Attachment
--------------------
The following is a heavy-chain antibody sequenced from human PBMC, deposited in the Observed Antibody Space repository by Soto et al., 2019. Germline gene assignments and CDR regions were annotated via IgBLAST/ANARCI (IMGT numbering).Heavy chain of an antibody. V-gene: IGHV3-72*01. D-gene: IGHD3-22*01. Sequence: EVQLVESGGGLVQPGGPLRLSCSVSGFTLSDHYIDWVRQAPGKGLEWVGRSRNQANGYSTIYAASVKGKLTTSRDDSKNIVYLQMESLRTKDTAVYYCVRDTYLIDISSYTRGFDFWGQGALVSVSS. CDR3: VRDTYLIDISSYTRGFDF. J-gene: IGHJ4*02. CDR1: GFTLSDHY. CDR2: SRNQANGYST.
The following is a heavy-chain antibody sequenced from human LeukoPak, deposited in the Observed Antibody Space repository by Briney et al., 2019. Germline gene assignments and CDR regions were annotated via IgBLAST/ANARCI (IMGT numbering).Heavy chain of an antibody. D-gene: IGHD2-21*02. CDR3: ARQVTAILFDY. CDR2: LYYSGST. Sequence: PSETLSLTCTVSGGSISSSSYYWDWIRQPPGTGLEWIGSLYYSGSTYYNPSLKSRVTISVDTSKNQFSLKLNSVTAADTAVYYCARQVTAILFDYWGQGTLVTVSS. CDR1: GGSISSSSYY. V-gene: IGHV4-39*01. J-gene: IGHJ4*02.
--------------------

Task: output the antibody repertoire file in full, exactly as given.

The following is a heavy-chain antibody sequenced from human PBMC, deposited in the Observed Antibody Space repository by Soto et al., 2019. Germline gene assignments and CDR regions were annotated via IgBLAST/ANARCI (IMGT numbering).Heavy chain of an antibody. V-gene: IGHV3-72*01. D-gene: IGHD3-22*01. Sequence: EVQLVESGGGLVQPGGPLRLSCSVSGFTLSDHYIDWVRQAPGKGLEWVGRSRNQANGYSTIYAASVKGKLTTSRDDSKNIVYLQMESLRTKDTAVYYCVRDTYLIDISSYTRGFDFWGQGALVSVSS. CDR3: VRDTYLIDISSYTRGFDF. J-gene: IGHJ4*02. CDR1: GFTLSDHY. CDR2: SRNQANGYST.
The following is a heavy-chain antibody sequenced from human LeukoPak, deposited in the Observed Antibody Space repository by Briney et al., 2019. Germline gene assignments and CDR regions were annotated via IgBLAST/ANARCI (IMGT numbering).Heavy chain of an antibody. D-gene: IGHD2-21*02. CDR3: ARQVTAILFDY. CDR2: LYYSGST. Sequence: PSETLSLTCTVSGGSISSSSYYWDWIRQPPGTGLEWIGSLYYSGSTYYNPSLKSRVTISVDTSKNQFSLKLNSVTAADTAVYYCARQVTAILFDYWGQGTLVTVSS. CDR1: GGSISSSSYY. V-gene: IGHV4-39*01. J-gene: IGHJ4*02.